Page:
• Most of them you know it’s coming because Villanelle has a lot of flair, but there are a couple I didn’t see coming. I thought I couldn’t watch this show because I hate thrillers, suspense, horror, crime, etc. I read a recap of episode 1 and then was so into it I just kept watching. I love it. I’d recommend reading recaps of each episode before watching. If that’s too much spoiler then have someone who has watched it before watch it with you. I’m sure it’s super interesting to watch a second time.

  8. I literally had a dream last night that I was making out with Sandra Oh and just as I’d daydreamed and imagined for so long (ever since binge watching the first 5 seasons of Grey’s a few years ago) she was a fantastic kisser. There’s something so subtly amazing about her that I’d follow her anywhere. This show has not disappointed and I’ve loved her in it since the opening scene with the sleeping arms and the screaming. Jodie is fantastic as well but come on…I’m here for Sandra.

    I’d also like to add that I’m looking forward to the inevitable full blown awakening that Villanelle will spark in Eve when they finally come face to face. It’s been a slow electric burn watching Eve sleepily open her eyes to what’s she’s closed herself in order to lead this normal cookie cutter life. I’m excited to see what that means and where the realization/confrontation takes her.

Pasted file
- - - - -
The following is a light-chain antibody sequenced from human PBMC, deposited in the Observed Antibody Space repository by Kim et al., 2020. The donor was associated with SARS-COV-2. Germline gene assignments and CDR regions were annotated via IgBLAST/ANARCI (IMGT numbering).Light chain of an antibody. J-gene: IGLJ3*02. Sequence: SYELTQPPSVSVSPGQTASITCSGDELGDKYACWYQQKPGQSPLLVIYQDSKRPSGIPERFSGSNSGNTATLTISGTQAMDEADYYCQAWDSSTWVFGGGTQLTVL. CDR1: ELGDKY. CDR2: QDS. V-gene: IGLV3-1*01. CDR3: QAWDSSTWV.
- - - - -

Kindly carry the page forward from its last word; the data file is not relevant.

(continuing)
9. I’ve been waiting for Killing Eve review but a Dorothy Snarker review is a wonderful surprise. Now can we get a Dorothy Snarker recap please? I loved her recaps much more than the actual shows.

  10. The ice cream parlor scene got me hooked immediately! This series has everything…humor, intensity, great writing, and smart, complex characters. And the soundtrack! I’m watching each episode with Shazam on standby, the music is perfect. Thrilled that it’s already been renewed for season 2!

  11. Sandra Oh is PHENOMENAL!!! The amount of work she puts into expressing Eve’s ambition, bravery, and lovable awkwardness is unparalleled.

    My Asian-Canadian friends are super proud to call her as one of their own. And as an Asian American viewer, her representation means so much to mean — and her role as a titular character is LONG overdue.